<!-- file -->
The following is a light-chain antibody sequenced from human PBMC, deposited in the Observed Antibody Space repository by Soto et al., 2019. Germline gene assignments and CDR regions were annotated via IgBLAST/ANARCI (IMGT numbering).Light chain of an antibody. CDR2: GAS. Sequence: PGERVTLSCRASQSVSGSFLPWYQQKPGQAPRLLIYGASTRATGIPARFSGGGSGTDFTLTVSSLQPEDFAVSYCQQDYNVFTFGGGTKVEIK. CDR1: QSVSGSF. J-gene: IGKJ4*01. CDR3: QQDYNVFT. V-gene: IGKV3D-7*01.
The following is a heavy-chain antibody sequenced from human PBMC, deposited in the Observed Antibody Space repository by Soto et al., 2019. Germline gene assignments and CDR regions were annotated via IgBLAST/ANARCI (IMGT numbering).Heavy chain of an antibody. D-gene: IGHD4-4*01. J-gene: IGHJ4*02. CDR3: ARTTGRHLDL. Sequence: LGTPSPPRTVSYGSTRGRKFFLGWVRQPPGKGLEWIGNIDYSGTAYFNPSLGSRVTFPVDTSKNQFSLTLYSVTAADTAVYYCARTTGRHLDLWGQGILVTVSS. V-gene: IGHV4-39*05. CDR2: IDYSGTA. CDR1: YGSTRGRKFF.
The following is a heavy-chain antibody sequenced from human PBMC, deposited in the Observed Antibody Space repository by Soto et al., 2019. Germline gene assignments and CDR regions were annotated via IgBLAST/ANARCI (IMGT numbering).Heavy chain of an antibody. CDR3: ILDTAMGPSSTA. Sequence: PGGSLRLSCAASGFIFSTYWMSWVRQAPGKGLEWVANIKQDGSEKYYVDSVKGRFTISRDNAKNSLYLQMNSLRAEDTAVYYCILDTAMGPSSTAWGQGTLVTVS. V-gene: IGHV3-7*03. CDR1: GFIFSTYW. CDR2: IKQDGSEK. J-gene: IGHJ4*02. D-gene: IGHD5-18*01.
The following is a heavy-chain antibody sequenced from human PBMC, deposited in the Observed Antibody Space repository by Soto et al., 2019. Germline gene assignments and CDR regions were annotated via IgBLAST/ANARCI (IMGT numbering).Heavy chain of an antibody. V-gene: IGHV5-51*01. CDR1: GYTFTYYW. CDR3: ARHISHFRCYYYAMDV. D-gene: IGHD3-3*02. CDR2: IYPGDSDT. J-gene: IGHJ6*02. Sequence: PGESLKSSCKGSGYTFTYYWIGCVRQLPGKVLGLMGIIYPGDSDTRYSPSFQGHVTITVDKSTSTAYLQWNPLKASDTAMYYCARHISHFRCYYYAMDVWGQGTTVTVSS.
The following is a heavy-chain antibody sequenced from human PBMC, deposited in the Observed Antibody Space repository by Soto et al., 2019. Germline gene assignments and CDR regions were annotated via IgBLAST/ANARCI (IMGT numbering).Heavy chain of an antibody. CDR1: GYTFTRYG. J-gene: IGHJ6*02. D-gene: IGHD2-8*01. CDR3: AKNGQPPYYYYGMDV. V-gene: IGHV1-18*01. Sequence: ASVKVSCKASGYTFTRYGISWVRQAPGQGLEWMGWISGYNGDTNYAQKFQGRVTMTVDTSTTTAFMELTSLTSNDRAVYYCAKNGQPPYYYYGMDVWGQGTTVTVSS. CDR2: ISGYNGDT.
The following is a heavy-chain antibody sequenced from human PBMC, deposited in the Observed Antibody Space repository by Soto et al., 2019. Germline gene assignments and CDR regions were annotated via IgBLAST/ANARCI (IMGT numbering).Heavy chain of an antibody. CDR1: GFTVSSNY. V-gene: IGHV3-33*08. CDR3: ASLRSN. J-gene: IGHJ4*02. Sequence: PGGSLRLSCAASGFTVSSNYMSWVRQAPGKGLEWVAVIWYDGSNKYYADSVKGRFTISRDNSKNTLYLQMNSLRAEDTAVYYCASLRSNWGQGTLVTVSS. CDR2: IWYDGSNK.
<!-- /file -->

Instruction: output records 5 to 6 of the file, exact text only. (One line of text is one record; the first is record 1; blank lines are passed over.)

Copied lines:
The following is a heavy-chain antibody sequenced from human PBMC, deposited in the Observed Antibody Space repository by Soto et al., 2019. Germline gene assignments and CDR regions were annotated via IgBLAST/ANARCI (IMGT numbering).Heavy chain of an antibody. CDR1: GYTFTRYG. J-gene: IGHJ6*02. D-gene: IGHD2-8*01. CDR3: AKNGQPPYYYYGMDV. V-gene: IGHV1-18*01. Sequence: ASVKVSCKASGYTFTRYGISWVRQAPGQGLEWMGWISGYNGDTNYAQKFQGRVTMTVDTSTTTAFMELTSLTSNDRAVYYCAKNGQPPYYYYGMDVWGQGTTVTVSS. CDR2: ISGYNGDT.
The following is a heavy-chain antibody sequenced from human PBMC, deposited in the Observed Antibody Space repository by Soto et al., 2019. Germline gene assignments and CDR regions were annotated via IgBLAST/ANARCI (IMGT numbering).Heavy chain of an antibody. CDR1: GFTVSSNY. V-gene: IGHV3-33*08. CDR3: ASLRSN. J-gene: IGHJ4*02. Sequence: PGGSLRLSCAASGFTVSSNYMSWVRQAPGKGLEWVAVIWYDGSNKYYADSVKGRFTISRDNSKNTLYLQMNSLRAEDTAVYYCASLRSNWGQGTLVTVSS. CDR2: IWYDGSNK.